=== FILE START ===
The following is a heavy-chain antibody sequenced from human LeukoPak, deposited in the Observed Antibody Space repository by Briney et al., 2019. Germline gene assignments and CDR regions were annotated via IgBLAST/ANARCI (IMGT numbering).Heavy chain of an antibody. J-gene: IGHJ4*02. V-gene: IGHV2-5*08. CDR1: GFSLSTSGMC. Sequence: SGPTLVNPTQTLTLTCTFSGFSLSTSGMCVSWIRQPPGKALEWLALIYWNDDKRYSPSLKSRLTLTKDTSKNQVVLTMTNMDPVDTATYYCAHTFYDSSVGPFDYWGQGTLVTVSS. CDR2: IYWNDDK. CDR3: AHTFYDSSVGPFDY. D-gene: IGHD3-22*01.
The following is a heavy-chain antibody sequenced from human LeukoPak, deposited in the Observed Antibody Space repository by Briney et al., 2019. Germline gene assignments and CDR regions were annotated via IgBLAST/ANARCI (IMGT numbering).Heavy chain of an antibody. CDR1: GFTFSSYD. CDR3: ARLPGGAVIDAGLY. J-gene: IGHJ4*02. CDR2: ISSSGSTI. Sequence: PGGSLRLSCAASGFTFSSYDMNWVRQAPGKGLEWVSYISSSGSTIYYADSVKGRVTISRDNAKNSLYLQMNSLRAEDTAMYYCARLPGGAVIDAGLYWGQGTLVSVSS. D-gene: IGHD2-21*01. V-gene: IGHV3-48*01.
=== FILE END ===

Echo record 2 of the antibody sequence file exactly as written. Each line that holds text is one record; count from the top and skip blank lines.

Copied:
The following is a heavy-chain antibody sequenced from human LeukoPak, deposited in the Observed Antibody Space repository by Briney et al., 2019. Germline gene assignments and CDR regions were annotated via IgBLAST/ANARCI (IMGT numbering).Heavy chain of an antibody. CDR1: GFTFSSYD. CDR3: ARLPGGAVIDAGLY. J-gene: IGHJ4*02. CDR2: ISSSGSTI. Sequence: PGGSLRLSCAASGFTFSSYDMNWVRQAPGKGLEWVSYISSSGSTIYYADSVKGRVTISRDNAKNSLYLQMNSLRAEDTAMYYCARLPGGAVIDAGLYWGQGTLVSVSS. D-gene: IGHD2-21*01. V-gene: IGHV3-48*01.